C'est la question (irrévérencieuse, dirons certains) que se sont posés deux chercheurs du Ivey Business School de l'Université Western Ontario. Pour y répondre, ils ont mené une étude auprès de dont ils rendent compte dans un article publié dans le Wall Street Journal d'aujourd'hui sous le titre Does Being Ethical Pays Off? [abonnement requis].
Voici le sommaire de leur méthodologie:
Ils définissaient la production éthique en ces termes:
Many companies hope consumers will pay a premium for products made with higher ethical standards. But most companies plunge in without testing that assumption or some other crucial questions. Will buyers actually reward good corporate behavior by paying more for products -- and will they punish irresponsible behavior by paying less? If so, how much? And just how far does a company really need to go to win people over? To find out, we conducted a series of experiments. We showed consumers the same products -- coffee and T-shirts -- but told one group the items had been made using high ethical standards and another group that low standards had been used. A control group got no information.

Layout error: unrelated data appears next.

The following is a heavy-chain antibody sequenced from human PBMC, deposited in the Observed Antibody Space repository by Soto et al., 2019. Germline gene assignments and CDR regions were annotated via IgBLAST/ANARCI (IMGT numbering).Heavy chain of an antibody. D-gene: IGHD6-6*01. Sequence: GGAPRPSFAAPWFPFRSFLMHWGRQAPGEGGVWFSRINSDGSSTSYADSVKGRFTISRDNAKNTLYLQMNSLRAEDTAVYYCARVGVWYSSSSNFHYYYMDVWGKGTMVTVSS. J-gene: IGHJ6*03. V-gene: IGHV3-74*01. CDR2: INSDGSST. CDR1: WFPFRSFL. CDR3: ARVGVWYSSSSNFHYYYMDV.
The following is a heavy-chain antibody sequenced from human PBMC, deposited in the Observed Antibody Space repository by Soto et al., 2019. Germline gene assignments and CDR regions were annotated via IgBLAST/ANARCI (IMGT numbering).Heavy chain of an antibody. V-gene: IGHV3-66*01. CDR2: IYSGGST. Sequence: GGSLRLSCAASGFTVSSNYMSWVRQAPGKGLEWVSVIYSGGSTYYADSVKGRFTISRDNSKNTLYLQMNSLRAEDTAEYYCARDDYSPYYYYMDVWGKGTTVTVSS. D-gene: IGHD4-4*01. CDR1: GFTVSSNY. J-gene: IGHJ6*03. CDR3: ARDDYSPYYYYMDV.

First, the company is considered to have progressive stakeholder relations, such as a commitment to diversity in hiring and consumer safety. Second, it must follow progressive environmental practices, such as using eco-friendly technology. Finally, it must be seen to demonstrate respect for human rights -- no child labor or forced labor in overseas factories, for instance.
Et maintenant l'essentiel de leurs résultats:
In all of our tests, consumers were willing to pay a slight premium for the ethically made goods. But they went much further in the other direction: They would buy unethically made products only at a steep discount.
What's more, consumer attitudes played a big part in shaping those results. People with high standards for corporate behavior rewarded the ethical companies with bigger premiums and punished the unethical ones with bigger discounts.
Finally, we discovered that companies don't necessarily need to go all-out with social responsibility to win over consumers. If a company invests in even a small degree of ethical production, buyers will reward it just as much as a company that goes much further in its efforts.